Being a professional co-driver is a life full of long-haul flights, different time zones, long days of reconnaissance and lightning fast special stages.
For Sydney’s Dale Moscatt though, 2020 has been a year like no other. As he prepares to fly to Estonia for the next round of the World Rally Championship, he’s looking forward to getting back to doing what he does best.
Oh, and getting tested for COVID-19, and quarantining, and getting tested, and getting tested some more …
Peter Whitten chatted to Moscatt as he prepares to leave the country – something very few other Aussies are currently allowed to do.
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RSM: You’re competing in Estonia with a local driver, Karl Kruuda, in a Volkswagen Polo R5. Have you rallied in Estonia before?DM: I've tested there. Actually, the first test I did with Evgeny Novikov was not far from where the rally is. I've been to that area and I sort of know the condition of the roads and what to expect I guess.
RSM: It's going to be pretty fast rally, I'd imagine.DM: Yeah, and the roads aren't exactly the same as last year. The character of the roads is obviously still the same because it's not a huge country, but most of the roads are fairly similar in nature.
RSM: So, tell me about the process of actually getting over there. Obviously there's lots of hurdles, and you’re one of only a few Australians currently allowed to leave the country.DM: It was a bit difficult actually. I had planned to do Targa Great Barrier Reef the same weekend as Estonia. Then I had the Sunraysia Safari in Mildura the week after that. So, to go and do this event means it's a two week quarantine when I get back. So essentially, you're taking four weeks away for a 23Okm rally.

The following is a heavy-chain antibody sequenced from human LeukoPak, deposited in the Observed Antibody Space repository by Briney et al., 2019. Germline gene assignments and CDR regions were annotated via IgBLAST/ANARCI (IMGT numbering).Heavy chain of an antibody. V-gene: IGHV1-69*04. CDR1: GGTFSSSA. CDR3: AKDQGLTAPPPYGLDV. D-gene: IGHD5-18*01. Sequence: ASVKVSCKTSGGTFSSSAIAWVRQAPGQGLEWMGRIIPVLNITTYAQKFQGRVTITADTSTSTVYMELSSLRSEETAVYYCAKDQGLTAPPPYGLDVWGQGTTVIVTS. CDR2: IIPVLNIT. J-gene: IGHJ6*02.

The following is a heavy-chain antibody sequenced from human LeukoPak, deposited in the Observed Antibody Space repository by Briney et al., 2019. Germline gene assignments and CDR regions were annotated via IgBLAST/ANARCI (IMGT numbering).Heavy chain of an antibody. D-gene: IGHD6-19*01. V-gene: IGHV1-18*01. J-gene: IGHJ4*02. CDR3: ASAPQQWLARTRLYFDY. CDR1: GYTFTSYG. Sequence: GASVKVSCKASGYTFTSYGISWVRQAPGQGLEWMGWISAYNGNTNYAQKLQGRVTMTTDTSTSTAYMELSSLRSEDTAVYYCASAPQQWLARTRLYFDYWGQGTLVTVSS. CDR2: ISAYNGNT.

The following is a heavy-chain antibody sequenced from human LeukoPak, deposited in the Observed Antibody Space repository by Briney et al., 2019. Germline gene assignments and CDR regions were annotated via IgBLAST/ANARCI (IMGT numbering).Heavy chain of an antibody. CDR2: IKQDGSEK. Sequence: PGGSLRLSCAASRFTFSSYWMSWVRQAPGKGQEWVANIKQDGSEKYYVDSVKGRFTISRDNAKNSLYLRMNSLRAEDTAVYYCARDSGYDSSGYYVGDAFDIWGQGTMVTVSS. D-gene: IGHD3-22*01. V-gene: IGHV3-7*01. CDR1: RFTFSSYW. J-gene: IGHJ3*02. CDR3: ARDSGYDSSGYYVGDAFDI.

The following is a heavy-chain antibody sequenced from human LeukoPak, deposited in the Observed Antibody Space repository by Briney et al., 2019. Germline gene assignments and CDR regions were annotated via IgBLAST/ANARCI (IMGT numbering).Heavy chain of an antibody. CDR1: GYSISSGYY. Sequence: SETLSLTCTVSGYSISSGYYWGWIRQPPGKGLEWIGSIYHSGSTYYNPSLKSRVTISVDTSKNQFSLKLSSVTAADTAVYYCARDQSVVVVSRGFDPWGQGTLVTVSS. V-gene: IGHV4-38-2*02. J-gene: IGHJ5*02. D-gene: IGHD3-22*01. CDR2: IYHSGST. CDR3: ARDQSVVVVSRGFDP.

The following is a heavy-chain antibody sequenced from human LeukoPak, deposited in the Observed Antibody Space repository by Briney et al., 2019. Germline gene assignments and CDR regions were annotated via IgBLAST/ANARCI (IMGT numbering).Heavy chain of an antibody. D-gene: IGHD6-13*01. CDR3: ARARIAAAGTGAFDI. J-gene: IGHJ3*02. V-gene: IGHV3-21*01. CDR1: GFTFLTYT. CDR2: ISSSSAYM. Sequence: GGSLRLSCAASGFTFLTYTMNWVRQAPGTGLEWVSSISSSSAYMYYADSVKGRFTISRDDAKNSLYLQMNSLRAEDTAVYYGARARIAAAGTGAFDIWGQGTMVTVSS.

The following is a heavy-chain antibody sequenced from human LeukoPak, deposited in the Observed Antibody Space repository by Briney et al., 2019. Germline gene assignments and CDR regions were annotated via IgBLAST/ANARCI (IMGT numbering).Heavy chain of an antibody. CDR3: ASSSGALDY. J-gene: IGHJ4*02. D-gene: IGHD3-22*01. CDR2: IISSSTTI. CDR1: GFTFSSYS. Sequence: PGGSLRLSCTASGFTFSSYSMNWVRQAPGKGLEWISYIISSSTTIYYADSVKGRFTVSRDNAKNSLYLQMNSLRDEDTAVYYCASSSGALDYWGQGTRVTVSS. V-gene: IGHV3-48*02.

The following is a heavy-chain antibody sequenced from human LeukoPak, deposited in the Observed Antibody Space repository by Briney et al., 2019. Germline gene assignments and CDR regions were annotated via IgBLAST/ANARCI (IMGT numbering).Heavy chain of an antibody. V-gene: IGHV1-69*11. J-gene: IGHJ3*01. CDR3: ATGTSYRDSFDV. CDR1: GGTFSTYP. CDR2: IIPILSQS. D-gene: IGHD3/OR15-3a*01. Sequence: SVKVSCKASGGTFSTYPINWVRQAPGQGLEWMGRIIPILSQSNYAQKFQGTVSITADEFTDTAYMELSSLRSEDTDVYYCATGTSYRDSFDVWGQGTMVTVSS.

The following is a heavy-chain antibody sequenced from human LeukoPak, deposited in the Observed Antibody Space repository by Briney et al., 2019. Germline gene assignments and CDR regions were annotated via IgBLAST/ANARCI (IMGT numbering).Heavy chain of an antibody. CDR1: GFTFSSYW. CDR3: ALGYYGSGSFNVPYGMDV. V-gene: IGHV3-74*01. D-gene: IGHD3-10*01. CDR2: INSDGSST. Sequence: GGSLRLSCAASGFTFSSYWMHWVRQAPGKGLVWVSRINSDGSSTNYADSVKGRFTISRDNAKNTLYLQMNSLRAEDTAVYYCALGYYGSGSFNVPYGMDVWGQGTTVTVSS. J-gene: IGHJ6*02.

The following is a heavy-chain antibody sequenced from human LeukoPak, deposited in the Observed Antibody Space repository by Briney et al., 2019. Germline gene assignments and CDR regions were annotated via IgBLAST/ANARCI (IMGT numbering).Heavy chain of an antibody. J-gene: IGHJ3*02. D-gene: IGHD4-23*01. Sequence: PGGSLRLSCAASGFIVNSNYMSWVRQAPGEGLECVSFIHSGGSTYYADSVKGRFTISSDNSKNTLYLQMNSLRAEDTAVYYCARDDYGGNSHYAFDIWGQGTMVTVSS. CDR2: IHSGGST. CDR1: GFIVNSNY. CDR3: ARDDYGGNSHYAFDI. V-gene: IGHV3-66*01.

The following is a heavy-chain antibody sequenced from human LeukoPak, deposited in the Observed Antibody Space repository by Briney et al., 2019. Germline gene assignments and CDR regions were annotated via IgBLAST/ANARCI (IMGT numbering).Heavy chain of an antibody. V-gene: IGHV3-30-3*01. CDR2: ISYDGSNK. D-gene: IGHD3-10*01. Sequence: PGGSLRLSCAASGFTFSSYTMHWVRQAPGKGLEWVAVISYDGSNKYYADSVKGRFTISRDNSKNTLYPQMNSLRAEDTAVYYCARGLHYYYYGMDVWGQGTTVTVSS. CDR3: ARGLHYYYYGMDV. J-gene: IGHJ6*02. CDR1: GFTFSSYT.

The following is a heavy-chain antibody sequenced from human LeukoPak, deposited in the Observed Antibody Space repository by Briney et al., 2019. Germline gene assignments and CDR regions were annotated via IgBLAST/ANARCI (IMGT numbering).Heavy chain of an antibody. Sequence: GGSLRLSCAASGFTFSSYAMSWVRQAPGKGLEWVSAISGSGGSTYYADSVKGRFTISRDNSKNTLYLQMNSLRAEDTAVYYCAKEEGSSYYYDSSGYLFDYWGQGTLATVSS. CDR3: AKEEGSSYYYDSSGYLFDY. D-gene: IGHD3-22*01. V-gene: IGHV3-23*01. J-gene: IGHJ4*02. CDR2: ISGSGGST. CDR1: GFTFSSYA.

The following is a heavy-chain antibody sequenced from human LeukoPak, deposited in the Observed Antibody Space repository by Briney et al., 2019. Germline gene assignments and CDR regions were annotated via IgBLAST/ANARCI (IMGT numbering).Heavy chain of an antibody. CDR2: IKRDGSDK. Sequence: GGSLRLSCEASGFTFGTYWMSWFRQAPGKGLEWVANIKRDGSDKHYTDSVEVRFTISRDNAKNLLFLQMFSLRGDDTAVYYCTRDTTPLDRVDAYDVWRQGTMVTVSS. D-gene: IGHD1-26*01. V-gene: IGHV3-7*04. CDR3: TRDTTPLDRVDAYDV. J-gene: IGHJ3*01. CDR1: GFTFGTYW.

It sounds absolutely ridiculous, and in some ways it is. But look, we had to look at the situation and try and pre-empt what was going to happen. Obviously I wanted to go over and do it(the rally) with Karl, but I didn't want to leave him in the situation where he didn't have a co-driver at the last minute because we couldn't make it happen either.
It just seems that everything changed every second day at the moment, do we made the right call.
We met, we spoke to some people and found out what I needed to do. Essentially, the only way I can get permission to travel is to seek an exemption. There's very, very strict rules and ways you can go about getting an exemption. You can’t go unless you're a healthcare worker with an official invitation from overseas to go over and work, or you have a direct family member who's terminally ill.
Other than that, it's very, very limited.
I sought an exemption under the act of international interest. Because I'm an Australian competing for Australia in a world championship level event, then it's considered of national interest.
I do some work as an ambassador for Rally Australia, so we've got some meetings with Simon Larkin and some of those guys with the WRC Promoters over there as well.